When New Yorker Jack Guthrie went skiing with his family in March 2016 in Vermont, the then 11-year-old got in a serious accident after slipping on a patch of ice and had to be airlifted to a local hospital.
Jack suffered a severe traumatic brain injury that affected his ability to breathe, speak, and move. He went into cardiac arrest on his helicopter ride to the hospital.
A month later, he was transferred to NYU Langone’s Rusk Rehabilitation. There, his care team gave him intensive around the clock inpatient care. Eventually Jack transitioned to outpatient services, including physical and aquatic therapy.
Jack’s physician, Joan Gold, MD, clinical professor of rehabilitation medicine, worked with a team of inpatient and outpatient physical therapists, occupational therapists, speech–language pathologists, nurses, and social workers to help Jack as he recovered. A major part of his care at Rusk Rehabilitation involved music therapy—during which he wrote a song, with his music therapist Elena Savvides, about his experience. Now, he’s set to perform in a talent show at Radio City Music Hall.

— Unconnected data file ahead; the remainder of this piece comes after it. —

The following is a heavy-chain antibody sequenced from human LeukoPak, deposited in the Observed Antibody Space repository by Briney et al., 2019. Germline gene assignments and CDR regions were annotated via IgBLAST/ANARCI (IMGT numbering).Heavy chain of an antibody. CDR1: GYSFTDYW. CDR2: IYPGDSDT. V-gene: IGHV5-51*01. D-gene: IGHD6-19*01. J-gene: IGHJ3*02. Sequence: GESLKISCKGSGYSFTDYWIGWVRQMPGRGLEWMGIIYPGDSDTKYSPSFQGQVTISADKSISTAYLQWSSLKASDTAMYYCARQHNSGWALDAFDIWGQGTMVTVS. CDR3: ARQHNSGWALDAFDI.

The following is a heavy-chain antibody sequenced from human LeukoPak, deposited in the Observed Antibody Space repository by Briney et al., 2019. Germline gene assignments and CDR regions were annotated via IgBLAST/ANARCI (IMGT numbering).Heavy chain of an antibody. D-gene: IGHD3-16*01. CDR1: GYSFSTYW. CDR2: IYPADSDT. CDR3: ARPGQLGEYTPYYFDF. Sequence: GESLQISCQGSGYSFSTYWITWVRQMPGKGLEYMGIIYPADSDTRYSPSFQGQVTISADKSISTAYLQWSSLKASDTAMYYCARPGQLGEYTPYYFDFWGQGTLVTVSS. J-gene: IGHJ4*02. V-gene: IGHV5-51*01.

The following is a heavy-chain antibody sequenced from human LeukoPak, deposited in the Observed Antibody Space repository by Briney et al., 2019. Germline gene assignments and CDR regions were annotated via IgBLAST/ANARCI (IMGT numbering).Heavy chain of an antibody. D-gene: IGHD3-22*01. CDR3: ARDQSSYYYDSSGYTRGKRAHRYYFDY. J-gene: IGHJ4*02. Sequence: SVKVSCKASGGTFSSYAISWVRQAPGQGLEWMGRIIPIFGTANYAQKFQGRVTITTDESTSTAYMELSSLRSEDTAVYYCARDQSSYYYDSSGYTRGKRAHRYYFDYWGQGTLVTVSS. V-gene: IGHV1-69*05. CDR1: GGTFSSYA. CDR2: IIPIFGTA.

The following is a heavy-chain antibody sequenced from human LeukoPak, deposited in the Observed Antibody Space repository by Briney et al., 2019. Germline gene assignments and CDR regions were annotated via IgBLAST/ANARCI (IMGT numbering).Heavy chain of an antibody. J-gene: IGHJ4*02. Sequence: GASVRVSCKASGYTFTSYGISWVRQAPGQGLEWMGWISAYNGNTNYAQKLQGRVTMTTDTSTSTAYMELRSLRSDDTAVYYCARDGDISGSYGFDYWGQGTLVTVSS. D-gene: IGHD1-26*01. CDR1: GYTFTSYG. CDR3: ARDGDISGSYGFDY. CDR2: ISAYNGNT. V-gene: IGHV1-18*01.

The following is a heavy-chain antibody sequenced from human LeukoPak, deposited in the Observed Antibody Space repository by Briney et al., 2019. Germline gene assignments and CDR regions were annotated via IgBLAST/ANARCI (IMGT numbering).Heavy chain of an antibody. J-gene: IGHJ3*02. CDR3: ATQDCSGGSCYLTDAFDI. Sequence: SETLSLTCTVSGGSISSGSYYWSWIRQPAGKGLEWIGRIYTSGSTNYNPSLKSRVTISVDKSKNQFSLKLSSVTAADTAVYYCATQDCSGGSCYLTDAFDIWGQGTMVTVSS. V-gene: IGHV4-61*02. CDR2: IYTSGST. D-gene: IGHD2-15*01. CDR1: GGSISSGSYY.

“Nobody can predict when there is a brain injury how far we are going to get,’’ physical therapist Lauren Chowansky, DPT, tells the New York Post. “Everyone was amazed.”
Read more from the New York Post.